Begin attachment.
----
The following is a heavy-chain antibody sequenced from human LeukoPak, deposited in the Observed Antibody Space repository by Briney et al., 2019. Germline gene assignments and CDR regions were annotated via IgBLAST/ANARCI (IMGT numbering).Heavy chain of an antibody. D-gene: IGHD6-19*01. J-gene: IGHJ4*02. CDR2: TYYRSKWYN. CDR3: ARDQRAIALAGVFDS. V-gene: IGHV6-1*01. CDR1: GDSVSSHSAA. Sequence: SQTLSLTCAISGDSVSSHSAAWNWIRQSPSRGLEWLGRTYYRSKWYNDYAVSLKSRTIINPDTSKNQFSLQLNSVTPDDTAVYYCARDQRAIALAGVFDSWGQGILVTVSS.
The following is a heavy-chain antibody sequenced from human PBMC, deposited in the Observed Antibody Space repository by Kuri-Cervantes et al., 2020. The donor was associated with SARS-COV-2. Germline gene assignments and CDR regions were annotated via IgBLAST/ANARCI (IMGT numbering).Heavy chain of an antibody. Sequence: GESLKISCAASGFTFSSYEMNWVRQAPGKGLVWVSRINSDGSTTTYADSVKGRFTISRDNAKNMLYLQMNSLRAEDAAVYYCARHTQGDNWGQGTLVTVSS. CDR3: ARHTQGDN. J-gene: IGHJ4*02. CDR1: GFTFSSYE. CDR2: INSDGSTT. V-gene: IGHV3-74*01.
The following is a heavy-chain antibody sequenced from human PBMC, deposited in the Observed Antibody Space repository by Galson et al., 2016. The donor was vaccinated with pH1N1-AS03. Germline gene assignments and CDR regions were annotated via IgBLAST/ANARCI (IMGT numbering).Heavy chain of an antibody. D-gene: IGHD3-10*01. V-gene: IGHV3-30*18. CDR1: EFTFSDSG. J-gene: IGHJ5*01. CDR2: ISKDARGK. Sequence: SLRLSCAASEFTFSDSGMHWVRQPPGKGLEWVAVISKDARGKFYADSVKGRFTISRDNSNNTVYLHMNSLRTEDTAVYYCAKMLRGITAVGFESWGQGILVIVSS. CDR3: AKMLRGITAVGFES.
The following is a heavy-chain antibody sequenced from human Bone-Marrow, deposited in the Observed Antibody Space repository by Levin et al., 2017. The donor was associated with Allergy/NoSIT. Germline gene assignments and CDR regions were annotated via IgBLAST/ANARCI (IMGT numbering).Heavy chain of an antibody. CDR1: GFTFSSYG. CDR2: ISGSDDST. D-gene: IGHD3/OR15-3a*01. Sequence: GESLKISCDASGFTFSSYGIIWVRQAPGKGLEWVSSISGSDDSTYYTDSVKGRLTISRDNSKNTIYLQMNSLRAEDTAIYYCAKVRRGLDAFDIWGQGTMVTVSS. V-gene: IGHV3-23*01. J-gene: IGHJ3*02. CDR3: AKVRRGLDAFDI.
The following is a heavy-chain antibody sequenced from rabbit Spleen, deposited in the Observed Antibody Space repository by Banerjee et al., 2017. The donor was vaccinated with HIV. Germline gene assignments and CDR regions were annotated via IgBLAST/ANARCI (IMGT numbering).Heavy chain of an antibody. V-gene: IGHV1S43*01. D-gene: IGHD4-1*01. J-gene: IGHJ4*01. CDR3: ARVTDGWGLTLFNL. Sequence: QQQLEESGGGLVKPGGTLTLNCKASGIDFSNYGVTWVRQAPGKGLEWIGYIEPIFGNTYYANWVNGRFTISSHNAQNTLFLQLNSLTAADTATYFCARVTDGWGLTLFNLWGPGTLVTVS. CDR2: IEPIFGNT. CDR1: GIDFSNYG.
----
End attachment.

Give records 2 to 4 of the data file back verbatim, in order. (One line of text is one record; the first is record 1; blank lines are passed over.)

The following is a heavy-chain antibody sequenced from human PBMC, deposited in the Observed Antibody Space repository by Kuri-Cervantes et al., 2020. The donor was associated with SARS-COV-2. Germline gene assignments and CDR regions were annotated via IgBLAST/ANARCI (IMGT numbering).Heavy chain of an antibody. Sequence: GESLKISCAASGFTFSSYEMNWVRQAPGKGLVWVSRINSDGSTTTYADSVKGRFTISRDNAKNMLYLQMNSLRAEDAAVYYCARHTQGDNWGQGTLVTVSS. CDR3: ARHTQGDN. J-gene: IGHJ4*02. CDR1: GFTFSSYE. CDR2: INSDGSTT. V-gene: IGHV3-74*01.
The following is a heavy-chain antibody sequenced from human PBMC, deposited in the Observed Antibody Space repository by Galson et al., 2016. The donor was vaccinated with pH1N1-AS03. Germline gene assignments and CDR regions were annotated via IgBLAST/ANARCI (IMGT numbering).Heavy chain of an antibody. D-gene: IGHD3-10*01. V-gene: IGHV3-30*18. CDR1: EFTFSDSG. J-gene: IGHJ5*01. CDR2: ISKDARGK. Sequence: SLRLSCAASEFTFSDSGMHWVRQPPGKGLEWVAVISKDARGKFYADSVKGRFTISRDNSNNTVYLHMNSLRTEDTAVYYCAKMLRGITAVGFESWGQGILVIVSS. CDR3: AKMLRGITAVGFES.
The following is a heavy-chain antibody sequenced from human Bone-Marrow, deposited in the Observed Antibody Space repository by Levin et al., 2017. The donor was associated with Allergy/NoSIT. Germline gene assignments and CDR regions were annotated via IgBLAST/ANARCI (IMGT numbering).Heavy chain of an antibody. CDR1: GFTFSSYG. CDR2: ISGSDDST. D-gene: IGHD3/OR15-3a*01. Sequence: GESLKISCDASGFTFSSYGIIWVRQAPGKGLEWVSSISGSDDSTYYTDSVKGRLTISRDNSKNTIYLQMNSLRAEDTAIYYCAKVRRGLDAFDIWGQGTMVTVSS. V-gene: IGHV3-23*01. J-gene: IGHJ3*02. CDR3: AKVRRGLDAFDI.